Unlike a lot of other metrics, Days Payable Outstanding isn’t necessarily better the higher or lower it is. Too high, and it can start to irk suppliers. Too low, and you’re sacrificing cash-on-hand. So where is the good middle ground? To get there, we need to look at 2 other metrics
A high DPO is bad if you aren’t paying your vendors on time.
Before even contemplating whether your Days Payable Outstanding is strong, you need to know what your on-time payment percentage is. If you are below 90%, there likely needs to be an initial focus on improving that percentage, including confirming how close to the due date on-time payments are made (hint: the closer the better when it comes to improving DPO).
Skipping this step likely means improving the DPO at the expense of supplier relationships. While it may give short-term rewards, it will cause long-term problems when suppliers start tightening charging late fees and reducing payment terms.
Don’t forget to consider vendor payment terms
Speaking of payment terms, you may be paying your vendors on-time, but how good are your payment terms? Are they aligned with what similar companies are receiving from that vendor? While payment terms benchmarking has many variables that makes it difficult to provide a flat “x days is ideal” answer, if your vendors consistently accept your offered payment term without pushback (or if you just accept their default terms), then there is likely room for improvement.
Getting longer payment terms enables you to increase Days Payable Outstanding. You may even be willing to sacrifice your DPO a bit if it means getting early payment discounts. We have negotiated surprising payment term increases with little pushback, although the number one consideration vendors will make is whether you pay on-time, hence why it is key to get that house in order first.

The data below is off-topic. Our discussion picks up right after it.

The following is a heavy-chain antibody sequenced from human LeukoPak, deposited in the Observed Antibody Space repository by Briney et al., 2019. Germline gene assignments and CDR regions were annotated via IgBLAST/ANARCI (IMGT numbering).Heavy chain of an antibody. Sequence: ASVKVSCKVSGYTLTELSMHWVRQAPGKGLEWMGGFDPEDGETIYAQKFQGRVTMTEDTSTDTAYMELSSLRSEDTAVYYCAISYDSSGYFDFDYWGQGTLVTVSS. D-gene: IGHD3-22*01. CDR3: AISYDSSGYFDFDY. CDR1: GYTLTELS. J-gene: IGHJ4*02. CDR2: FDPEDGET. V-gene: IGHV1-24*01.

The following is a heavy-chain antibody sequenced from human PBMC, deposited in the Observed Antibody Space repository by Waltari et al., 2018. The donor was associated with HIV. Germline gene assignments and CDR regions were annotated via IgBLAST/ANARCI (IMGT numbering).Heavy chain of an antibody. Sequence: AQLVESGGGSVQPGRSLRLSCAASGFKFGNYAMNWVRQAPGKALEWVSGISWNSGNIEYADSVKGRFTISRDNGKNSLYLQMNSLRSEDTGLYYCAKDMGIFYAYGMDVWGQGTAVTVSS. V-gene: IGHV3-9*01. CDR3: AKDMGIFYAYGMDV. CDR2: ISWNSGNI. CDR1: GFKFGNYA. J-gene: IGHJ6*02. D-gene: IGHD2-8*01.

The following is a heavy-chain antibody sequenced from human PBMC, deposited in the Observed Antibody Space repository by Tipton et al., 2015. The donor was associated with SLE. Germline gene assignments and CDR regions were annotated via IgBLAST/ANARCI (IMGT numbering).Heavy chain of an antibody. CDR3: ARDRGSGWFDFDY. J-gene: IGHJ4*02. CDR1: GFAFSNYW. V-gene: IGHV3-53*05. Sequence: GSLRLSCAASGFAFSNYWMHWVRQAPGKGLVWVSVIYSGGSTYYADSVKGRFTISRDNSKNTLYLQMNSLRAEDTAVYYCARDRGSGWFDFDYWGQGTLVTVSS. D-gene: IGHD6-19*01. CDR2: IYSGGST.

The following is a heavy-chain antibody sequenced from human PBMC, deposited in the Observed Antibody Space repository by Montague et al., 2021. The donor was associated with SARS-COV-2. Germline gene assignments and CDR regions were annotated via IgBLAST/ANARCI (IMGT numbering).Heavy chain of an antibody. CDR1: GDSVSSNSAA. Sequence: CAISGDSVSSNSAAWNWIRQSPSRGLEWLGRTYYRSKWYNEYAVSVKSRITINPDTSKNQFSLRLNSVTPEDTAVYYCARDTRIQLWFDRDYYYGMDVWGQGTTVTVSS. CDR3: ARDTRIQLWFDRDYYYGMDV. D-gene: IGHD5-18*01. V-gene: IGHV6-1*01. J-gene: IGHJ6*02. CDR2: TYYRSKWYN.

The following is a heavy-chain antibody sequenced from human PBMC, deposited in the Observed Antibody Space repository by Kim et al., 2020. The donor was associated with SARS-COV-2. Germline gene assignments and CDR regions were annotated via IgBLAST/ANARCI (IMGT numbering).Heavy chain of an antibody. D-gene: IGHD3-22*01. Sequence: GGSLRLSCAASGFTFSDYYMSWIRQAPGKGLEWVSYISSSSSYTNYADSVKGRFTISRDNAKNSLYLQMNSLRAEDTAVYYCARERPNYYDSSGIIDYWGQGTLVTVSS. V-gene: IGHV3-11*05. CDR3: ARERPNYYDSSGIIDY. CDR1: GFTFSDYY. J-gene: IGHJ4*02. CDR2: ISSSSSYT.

How to calculate your ideal DPO number
Once you confirm your vendors are being paid on-time and you have negotiated strong(er) payment terms with your vendors, you should calculate your target Days Payable Outstanding as the average payment term for your spend, subtracting 2-3 business days (assuming you are paying with ACH or vCard, more if you are mailing a check).
Note that I didn’t say to average out the payment terms across vendors, you need to consider spend per vendor in that average. Consider a hypothetical company that has only 2 vendors: One at Net 30 and the other at Net 90. Someone might look at that and think the average payment term is Net 60. However, if Net 30 vendor gets $10 million of spend per year and the Net 90 has $1 million, the true average payment term when factoring in spend is 35.5 days.
Increasing Days Payable Outstanding can be one of the few metrics that show AP is successful beyond processing invoices and can help justify the department’s costs, but it requires looking at it strategically from multiple angles. Trying to increase DPO without carefully taking in the other aspects above may have short-term success, but long-term harm to the company’s reputation.